My daughter put this novel on my radar. I had not heard of it. It was new last fall. Finally, after seeing it everywhere, I picked up a copy at the library. I’m really glad I did.
Jaya is a journalist living in New York with her husband Patrick. Their marriage is at a crossroad now that Jaya has experienced her third miscarriage. They are both desperate to have children. The rift might be too wide to mend.
When Jaya finds that her mom’s father is dying she jumps at the opportunity to visit India. She’s not met her grandfather. Her mother has been keeping dark secrets. Jaya’s parents came to America from India as newlyweds. There is so much more she is dying to know. Why did her mother never speak of her grandfather? Why did she not go back to visit? What happened all those years ago to keep her mother away?
Jaya’s story is heartbreaking. It’s also quite open about how both a man and a woman feel about losing a child to miscarriage. But it’s more than that. Jaya takes us to a part of India most people never experience. She forces us to breathe the air, eat the food, and feel the way of life like never before. The scenes in the village are so vivid.
When Jaya arrives in her family’s village the first person she meets is Ravi, the former personal servant and confidant of her grandmother. He has sad news. Although Jaya has come quickly, alas, it is not quickly enough. Her grandfather Deepak has passed away. The careful and warm relationship Jaya cultivates with Ravi is such an integral part of this amazing novel. Deepak begins spinning stories, true stories of her grandmother’s life. You see, he was privy to it all. Keeper of the stories. And thus the novel truly begins.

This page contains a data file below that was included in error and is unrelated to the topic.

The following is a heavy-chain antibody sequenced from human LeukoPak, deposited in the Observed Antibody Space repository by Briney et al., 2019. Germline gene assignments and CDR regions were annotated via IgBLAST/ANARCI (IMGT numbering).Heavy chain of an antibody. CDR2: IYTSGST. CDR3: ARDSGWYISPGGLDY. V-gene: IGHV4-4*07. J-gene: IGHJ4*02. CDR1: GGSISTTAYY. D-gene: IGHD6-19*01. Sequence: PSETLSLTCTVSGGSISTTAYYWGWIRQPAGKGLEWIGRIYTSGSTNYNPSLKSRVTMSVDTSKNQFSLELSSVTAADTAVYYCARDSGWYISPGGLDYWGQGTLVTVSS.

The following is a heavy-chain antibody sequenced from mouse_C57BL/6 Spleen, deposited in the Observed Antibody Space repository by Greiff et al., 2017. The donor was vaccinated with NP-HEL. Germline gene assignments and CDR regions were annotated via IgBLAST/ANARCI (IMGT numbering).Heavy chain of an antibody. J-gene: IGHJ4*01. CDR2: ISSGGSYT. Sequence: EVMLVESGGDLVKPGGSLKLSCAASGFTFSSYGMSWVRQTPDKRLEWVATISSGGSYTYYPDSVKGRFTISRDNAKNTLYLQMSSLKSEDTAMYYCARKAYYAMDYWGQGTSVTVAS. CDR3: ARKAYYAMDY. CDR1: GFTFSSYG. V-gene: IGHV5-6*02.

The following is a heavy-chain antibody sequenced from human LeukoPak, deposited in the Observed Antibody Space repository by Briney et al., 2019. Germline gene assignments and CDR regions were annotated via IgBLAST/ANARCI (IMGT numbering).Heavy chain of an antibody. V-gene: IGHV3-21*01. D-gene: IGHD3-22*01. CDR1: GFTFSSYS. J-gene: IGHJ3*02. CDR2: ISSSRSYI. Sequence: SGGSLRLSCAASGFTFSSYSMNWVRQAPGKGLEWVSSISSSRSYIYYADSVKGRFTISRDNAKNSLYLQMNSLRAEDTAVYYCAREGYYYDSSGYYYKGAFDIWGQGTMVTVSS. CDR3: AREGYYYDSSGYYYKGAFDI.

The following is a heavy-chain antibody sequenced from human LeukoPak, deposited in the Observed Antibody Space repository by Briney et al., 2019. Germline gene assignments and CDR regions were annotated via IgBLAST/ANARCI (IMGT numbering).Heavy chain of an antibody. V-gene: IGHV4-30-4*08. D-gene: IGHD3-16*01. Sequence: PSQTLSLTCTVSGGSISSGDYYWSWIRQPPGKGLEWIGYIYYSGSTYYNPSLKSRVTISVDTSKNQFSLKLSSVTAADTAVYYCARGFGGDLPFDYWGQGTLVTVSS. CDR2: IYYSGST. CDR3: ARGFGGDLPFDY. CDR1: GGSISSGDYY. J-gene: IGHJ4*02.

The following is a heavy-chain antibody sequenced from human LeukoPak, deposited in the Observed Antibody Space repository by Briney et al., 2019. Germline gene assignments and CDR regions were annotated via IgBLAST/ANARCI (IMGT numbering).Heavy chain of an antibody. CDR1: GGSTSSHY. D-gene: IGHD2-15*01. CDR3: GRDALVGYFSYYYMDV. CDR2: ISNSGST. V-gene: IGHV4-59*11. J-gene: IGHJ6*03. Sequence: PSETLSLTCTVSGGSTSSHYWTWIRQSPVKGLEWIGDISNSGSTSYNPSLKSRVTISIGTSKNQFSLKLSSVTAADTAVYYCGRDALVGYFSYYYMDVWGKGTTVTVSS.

Jaya’s mother, Amisha, was told upon her marriage that she was never to return to her home in India. It was part of the pact she had with her father. She kept her part, but at a high price.
Badani allows bits and pieces of the hidden story to seep onto the page, slowly, very slowly. You will find yourself wanting to peek ahead to see….. But, don’t. The answer will come in good time.
At the time Jaya’s mother lived in India, the country was occupied by the British. Even in her small village the British influence was all around them. Even to the small school where a British subject named Stephen was in charge of teaching. When he found that Amisha, Jaya’s grandmother, was wild to learn English he found a way to make it happen. Was this a safe thing?
Amisha’s husband, Deepak, is a traditional Indian man. He expects his wife to be traditional as well. Amisha desires more. Always more. She loves her sons and she evens loves her husband Deepak. However, she feels like she’s in a quagmire. She needs to learn and share her love of story. This was bound to be a problem.
Even though I found this noveI to be a bit predictable, I loved the writing. I loved the characters. And I loved the message.
I borrowed my copy from the library. We are carrying THE STORYTELLER in trade paperback at Copperfish Books.
You are going to love it.